* and before anyone gets all cranky about it.  I do think that in choosing to be single I too have made sacrifices.  I am 100% solely responsible for myself.  I don't have a fall back should I not be able to pay a bill, have a bad day or not feel like doing the dishes.  I will admit that there are certainly practical benefits to being partnered off, however for me, they are just not appealing enough to warrant giving up what I see as the great benefits of being single, the big one being that I am simply happier living this way.

Wednesday, July 27, 2011

Sometimes being a grownup is AWESOME!

One of the greatest things about being a grownup is that if you want to bake a cake for can.  That is pretty wonderful in and of itself...**


One of the best things about being a grown up AND living alone is that, once the cake is made, it's all MINE!!!***

** The other bonus is that you get to lick the beaters, the spoon and the bowl and no one can tell you not to.

*** I confess.  A friend stopped by and I shared a piece.  One slice of cake.  The rest is Spinster Property.

Monday, July 25, 2011

The Underwear Avalanche that Wasn't

I’m exhausted; bone weary.  I feel like I could just crawl beneath the covers and sleep until morning.   I did get to bed rather late last night and I didn’t sleep all that well, but despite two naps today I am still wiped out.   I should feel completely justified in going to bed early.  I’m probably the last person most would call a slacker and yet I’m finding I can’t just allow myself to put things off for another day and go to bed.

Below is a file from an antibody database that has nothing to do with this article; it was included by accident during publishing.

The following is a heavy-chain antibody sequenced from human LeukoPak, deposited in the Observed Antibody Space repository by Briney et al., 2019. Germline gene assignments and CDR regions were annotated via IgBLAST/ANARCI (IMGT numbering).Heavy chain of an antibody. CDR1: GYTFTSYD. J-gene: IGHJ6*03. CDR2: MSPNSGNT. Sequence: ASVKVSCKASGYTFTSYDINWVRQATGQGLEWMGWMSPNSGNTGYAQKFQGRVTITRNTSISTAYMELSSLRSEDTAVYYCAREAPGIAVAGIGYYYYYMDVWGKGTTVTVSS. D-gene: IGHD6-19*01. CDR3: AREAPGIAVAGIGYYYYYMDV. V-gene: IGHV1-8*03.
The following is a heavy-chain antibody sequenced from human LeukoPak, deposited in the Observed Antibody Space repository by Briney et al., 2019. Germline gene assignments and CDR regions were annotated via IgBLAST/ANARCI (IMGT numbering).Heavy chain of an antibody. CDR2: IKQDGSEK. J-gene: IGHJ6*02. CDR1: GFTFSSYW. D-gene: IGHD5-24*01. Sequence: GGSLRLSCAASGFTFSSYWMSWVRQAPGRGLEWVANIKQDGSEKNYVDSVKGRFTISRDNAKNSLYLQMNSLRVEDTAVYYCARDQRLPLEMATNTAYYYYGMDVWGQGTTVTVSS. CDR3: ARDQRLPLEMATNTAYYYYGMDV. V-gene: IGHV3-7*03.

I have emails and phone calls I said I’d return by this evening, a few of whom aren’t going to take, “Hey, I’m feeling a bit low energy today, can I get back to you tomorrow?” as a valid excuse for delay and I also don’t like to go back on my word.

I also have a load of laundry to do and dishes to wash and a lunch to make for work tomorrow.  Again, I could put these things off because I’m the only one who is going to suffer the consequences if these tasks are not done, but I know my own habit for procrastination and if I don’t do at least the minimum right now, the Spinster Nest will go from quaintly cluttered to superfund site in a matter of days.   My friends will wonder why they have not heard from me and when a rescue team is sent they’ll need corpse hounds to find my decaying body beneath the piles of dirty laundry and potato chip bags that toppled over onto me while I was working the lazy in bed. 

So I pulled my tired self off the couch and did some communicating.  I’m not sure I was completely coherent and I said, “I’ll get back to you on that” more than once but it’s done.  I’ve taken a load of laundry down stairs to the machine, deposited the requisite five quarters and in a half hour I and another dollar twenty five will venture down once more and transfer it to the dryer.   I’ve even managed to squeeze in this blog post documenting my Conquering of the Tired, and after it’s posted I’m headed to the kitchen, to make egg salad and wash dishes.